Five Reasons Why Being a Music Journalist is a Hazardous Job

Five Reasons Why Being a Music Journalist is a Hazardous Job
Scott Feinblatt

Many people think that life as a music journalist is all fun and games. Sure they get to interview musicians and get paid to go to concerts, but there is — unseen by most — a host of traps, which lie in wait for the unsuspecting scribe to fall into. These traps come in many forms; some are as easy to spot as a serpent selling apples, others are not as obvious and can ensnare people despite their rectitude. Regardless of the form the traps take, they can inflict a range of physical and psychological traumas. So before you decide to run out and join the ranks of music journalists, just remember that OC Weekly tried to warn you with the following list of reasons why being a music journalist is a hazardous job.

1. Crushed / Kicked / Bulldozed in photo pit — The first one is rather obvious. Again, some aspects of this job can be a double-edged sword. While it may be cool to get to go right up in front of the stage at a concert to get those primo pics of the band, the band might be one of those which incites rowdiness. Yeah, the journalist may seem safe inside the little barrier (free from all the shoving and crushing that the folks up against the barrier get to experience), but when those body surfing punks wash up on the other side of the barrier, who do you think they land on? Maybe it wouldn’t be so bad if it were only the waifish punk rock girls who got pulled into the pit (because they were being crushed), but more oft than not, it’s a thrashing drunk who weighs 200 lbs and is adorned with spiked metal studs and steel-toed combat boots.

2. Attacked by psycho fans whose feathers have been ruffled — As the wise Spider-Man used to say, “With great power comes great responsibility.” For every musical artist who has overcome the various obstacles and risen above the masses to stand out in some way, there is a swarm of music reporters waiting to push their glasses further up onto the bridges of their noses, assume an air of authority and give their opinions to the public. In many cases, these individuals are flakes and hacks, who neither understand the purpose of critical analysis nor possess the writing chops to adequately convey such analysis. That being said, for every flippant or snide remark that a reviewer makes about a musician, there is usually at least a handful of readers who are willing to commit the time and energy to attacking the reporter through a range of mild to psycho rants and threads (usually delivered through Twitter, Facebook, or even e-mail).

3. Accosted by security — This one is a bit of an anomaly and it speaks to an event which recently happened to the Weekly’s Music Editor, Nate Jackson, in Downtown Disney. It falls under the category of inexplicable occurrences because...well, in a nutshell, here’s the breakdown: at various concert venues, journalists are given access to backstage areas, VIP areas, etc. The extent of this really depends on the venue and the gig. Usually, if a journalist (or even a patron) goes into the wrong area, they are politely told to return to the non-VIP area. Sometimes, however, an escalation of tensions can occur. In this most recent case, the journalist was not only ejected from the venue, but he (and his photographer) were given a police escort off of the grounds. While no physical or psychological harm was incurred during this particular event, there are plenty of cases in recorded history wherein journalists have been battered by the police while trying to do their jobs.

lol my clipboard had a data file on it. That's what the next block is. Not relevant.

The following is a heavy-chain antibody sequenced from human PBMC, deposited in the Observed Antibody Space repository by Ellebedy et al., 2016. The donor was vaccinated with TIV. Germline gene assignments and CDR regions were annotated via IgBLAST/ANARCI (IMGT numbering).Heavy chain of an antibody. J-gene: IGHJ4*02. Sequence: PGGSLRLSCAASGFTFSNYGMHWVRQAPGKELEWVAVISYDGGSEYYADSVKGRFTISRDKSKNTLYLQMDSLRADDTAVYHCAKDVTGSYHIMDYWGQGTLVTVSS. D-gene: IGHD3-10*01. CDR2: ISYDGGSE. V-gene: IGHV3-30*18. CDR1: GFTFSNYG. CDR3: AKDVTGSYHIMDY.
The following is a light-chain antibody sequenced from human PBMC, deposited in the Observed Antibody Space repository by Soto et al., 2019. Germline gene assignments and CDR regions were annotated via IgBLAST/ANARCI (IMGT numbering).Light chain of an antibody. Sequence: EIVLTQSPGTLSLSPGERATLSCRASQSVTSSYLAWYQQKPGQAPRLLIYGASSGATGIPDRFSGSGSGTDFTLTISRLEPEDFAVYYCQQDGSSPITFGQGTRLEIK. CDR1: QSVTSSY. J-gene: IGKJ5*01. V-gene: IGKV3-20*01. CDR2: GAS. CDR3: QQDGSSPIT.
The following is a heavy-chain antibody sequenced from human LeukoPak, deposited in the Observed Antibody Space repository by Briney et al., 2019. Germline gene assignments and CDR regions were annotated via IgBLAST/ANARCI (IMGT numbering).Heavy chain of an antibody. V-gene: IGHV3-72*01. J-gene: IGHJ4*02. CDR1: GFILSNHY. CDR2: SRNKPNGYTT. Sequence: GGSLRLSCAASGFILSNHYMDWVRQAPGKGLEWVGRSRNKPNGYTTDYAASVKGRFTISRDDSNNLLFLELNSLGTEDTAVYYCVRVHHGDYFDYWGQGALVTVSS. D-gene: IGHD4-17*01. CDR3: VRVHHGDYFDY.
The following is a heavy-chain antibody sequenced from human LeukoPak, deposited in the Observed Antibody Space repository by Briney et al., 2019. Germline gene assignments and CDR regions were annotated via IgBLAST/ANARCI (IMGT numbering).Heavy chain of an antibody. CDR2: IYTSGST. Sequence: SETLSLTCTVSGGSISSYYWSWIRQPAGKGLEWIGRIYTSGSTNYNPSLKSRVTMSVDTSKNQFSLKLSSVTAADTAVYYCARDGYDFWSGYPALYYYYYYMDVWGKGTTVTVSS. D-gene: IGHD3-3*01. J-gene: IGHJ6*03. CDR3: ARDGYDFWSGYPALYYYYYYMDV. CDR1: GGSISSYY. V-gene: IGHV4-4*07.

4. Domestic tensions — Many jobs cause tension on the domestic front. People who work hard trying to support their families often come home to the tune of: “You don’t spend enough time with the family.” Music journalism, while not exactly a full-time office job, can provide a number of equally disruptive scenarios. These include but are not limited to: getting a single free pass to see the significant other’s favorite band; being immersed in a crowd of young, scantily-clad partiers; coming home in the wee hours of the morning; and having to spend the rest of the night writing the review. Furthermore, in the best of all possible worlds, professional integrity insures that the carousing and philandering that frequently go hand in hand with party atmospheres do not cost music journalists their objectivity, but even if they do manage to fortify themselves against the various temptations inherent in their work environments, the test of their partner’s Trust is another issue.

5. Miscellaneous Collateral Damage — Depending upon the nature of the show, various sundries may be at risk. Sometimes this includes clothing (which might be stained by various fluids during a Gwar show, for example); other times it might be a camera (many singers enjoy impersonating water fountains and baptizing their audiences, which works wonders on professional cameras). Then again, it might be something much more personal, like the ability to hear. Seasoned or insightful music journalists know that loud music can cause permanent hearing damage. Earplugs definitely help, but given the proximity to the speakers, the volume of the music, and the tremendous level of bass that is frequently bumped, impairment may still result. And that is with hearing protection. Music journalists who are younger or who embrace a punk mentality often go au naturale and ignore the lessons about hearing loss that they should have learned from Neil Young, Pete Townshend, Ozzy Osbourne, etc.


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